MIM/CIM Hot runners refine metal and ceramic injection moulding

Editor: Eric Culp

Jörg Essinger, head of application technology at Günther Heisskanaltechnik, explains how hot runners can improve the process and cut waste when turning harder materials embedded in plastics into finished products.

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The base plate (below) made of a titanium alloy for an implantable infusion pump (above) was formerly manufactured by a complex cutting process.
The base plate (below) made of a titanium alloy for an implantable infusion pump (above) was formerly manufactured by a complex cutting process.
(Source: TiJet)

MIM (Metal Injection Moulding) and CIM (Ceramic Injection Moulding) technologies take advantage of the freedom offered by the injection moulding process for the production of metal and ceramic components. With these methods, three-dimensional components can be cast in only one working step without the necessity of subsequent machining. Well adapted hot runners are indispensable for manufacturing process safety.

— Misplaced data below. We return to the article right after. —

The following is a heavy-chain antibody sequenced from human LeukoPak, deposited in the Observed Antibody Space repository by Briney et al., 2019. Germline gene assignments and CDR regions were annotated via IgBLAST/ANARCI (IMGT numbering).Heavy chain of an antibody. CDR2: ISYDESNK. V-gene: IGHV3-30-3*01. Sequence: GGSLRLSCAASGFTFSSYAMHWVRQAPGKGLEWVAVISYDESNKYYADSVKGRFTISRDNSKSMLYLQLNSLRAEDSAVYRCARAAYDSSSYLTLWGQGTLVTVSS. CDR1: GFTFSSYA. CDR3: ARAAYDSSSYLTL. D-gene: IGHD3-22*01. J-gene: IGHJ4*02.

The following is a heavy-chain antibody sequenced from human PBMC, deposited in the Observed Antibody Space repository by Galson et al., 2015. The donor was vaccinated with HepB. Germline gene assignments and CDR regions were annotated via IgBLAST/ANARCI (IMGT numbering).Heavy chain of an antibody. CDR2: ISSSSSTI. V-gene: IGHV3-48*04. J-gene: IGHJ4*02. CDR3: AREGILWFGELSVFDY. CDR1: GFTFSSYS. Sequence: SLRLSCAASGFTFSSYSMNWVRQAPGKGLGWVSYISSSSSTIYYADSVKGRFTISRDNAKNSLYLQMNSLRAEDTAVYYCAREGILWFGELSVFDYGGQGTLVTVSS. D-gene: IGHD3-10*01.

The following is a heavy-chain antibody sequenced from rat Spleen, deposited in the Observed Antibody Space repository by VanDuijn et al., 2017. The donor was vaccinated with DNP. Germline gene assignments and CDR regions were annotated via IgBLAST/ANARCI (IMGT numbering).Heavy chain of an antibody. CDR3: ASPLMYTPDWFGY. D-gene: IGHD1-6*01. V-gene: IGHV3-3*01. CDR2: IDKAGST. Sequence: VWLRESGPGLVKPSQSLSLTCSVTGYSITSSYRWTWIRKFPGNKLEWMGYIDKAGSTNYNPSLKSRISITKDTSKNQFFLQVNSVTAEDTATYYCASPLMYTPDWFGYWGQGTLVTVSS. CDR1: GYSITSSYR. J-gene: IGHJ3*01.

Metal and ceramic powder filled plastics are used in many different fields. Examples of use of MIM are components for consumer products like ballpoint pens or for products for medical use. Products manufactured by CIM are in demand where ceramics are required for insulation, often in conjunction with high temperatures. Examples of use can be found in the lighting industry or in the manufacturing of spark plugs.


Both of the processes are relatively easy to use and make it possible to produce components without subsequent machining. This type of manufacturing can produce complexly formed components that would not be possible at all with machining, or only with considerably more effort.

Using plastics to create metal and ceramic parts